The unlucky country: The Abbott government's review of the industry has spooked investors in green energy.
The unlucky country: The Abbott government's review of the industry has spooked investors in green energy. Photo: AFP


Investments in renewable energy rose to record levels
globally in 2014 but fell sharply in Australia because of uncertainty
triggered by the Abbott government's review of the industry, Bloomberg
New Energy Finance said.




Worldwide investment in wind farms, solar photovoltaics and
other clean energy sources jumped 16 per cent last year to $US310
billion ($383 billion), or more than five times the tally of a decade
earlier. Solar investments accounted for almost half the total.





China led the way, with investment soaring almost one-third
to $US89.5 billion, while US investment gained 8 per cent to $US51.8
billion, and Brazil's almost doubled to $US7.9 billion.




Australia, though, went the other way, with investment
sinking 35 per cent to $US3.7 billion. BNEF said the amount was the
"lowest since 2009, as wind and solar project developers delayed
decisions while they awaited the government's response to its Renewable
Energy Target review".




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The Australian tally in fact masks a much steeper dive for
large-scale renewable plants as small-scale solar PV largely held its
own in 2014 even as state-based support schemes were wound back further.




"Four wind farms are currently under construction, but these
signed contracts before the last RET review," said Darren Gladman, the
acting policy director for the Clean Energy Council.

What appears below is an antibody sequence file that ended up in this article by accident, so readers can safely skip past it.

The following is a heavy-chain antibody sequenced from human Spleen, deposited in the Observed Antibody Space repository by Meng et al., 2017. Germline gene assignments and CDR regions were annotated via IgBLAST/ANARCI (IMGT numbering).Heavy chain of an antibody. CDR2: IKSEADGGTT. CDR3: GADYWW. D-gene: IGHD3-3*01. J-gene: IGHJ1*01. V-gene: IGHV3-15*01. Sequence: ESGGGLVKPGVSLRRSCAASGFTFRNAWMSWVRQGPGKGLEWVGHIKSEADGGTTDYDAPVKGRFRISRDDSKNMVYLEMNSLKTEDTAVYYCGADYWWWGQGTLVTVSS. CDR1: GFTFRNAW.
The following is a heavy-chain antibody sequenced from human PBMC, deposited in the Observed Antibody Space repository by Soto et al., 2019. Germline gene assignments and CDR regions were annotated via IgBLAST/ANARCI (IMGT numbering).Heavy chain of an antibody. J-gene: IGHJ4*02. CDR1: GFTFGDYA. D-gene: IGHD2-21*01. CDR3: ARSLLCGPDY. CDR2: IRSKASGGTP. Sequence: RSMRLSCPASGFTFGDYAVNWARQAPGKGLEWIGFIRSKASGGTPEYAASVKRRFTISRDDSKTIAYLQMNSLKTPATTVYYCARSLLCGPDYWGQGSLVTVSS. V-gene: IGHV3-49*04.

"No more projects in the country have imminent construction plans.



"Australia is not just at risk of falling behind the rest of
the world on renewable energy, we have already slipped off the back of
the wave. We have some of the best sun, wind and waves in the world, but
this new research shows that we are squandering some of our huge
natural advantages."




Fairfax Media sought comment from Industry Minister Ian
Macfarlane, who has sought to cut the country's renewable energy target
from the current goal of 41 terawatt-hours annually by 2020 to as low as
27tWh.




So far, the Senate has blocked such a move but uncertainty
over whether and when the goal will be reset has made it almost
impossible to raise financing for new projects.




"Labor has offered to reopen negotiations around the RET in
the interest of returning the policy to the bipartisanship that saw jobs
in the industry triple while Labor was in government," said a
spokeswoman for Mark Butler, the opposition spokesman for the
environment.




"However, our negotiating principles remain the same – Labor
will not support any proposal that decimates the industry, including
reducing the RET by 40 per cent."




Australian investors, meanwhile, are pursuing investments in
the industry offshore, with Macquarie Capital this week taking a $1
billion stake in an offshore German wind farm run by Energie
Baden-W├╝rttemberg, and signalling plans for more such outlays.




Miles George, the managing director of Infigen Energy, said
Australia had a chronic oversupply of ageing and inefficient coal-fired
generators that continued "to freely pollute our environment".




"The government initially determined to stick with a
hard-line drastic cut in the [RET], but has more recently indicated it
is prepared to negotiate a bipartisan deal without conditions," Mr
George said. "So the conditions seem to be right for a bipartisan
agreement to be reached."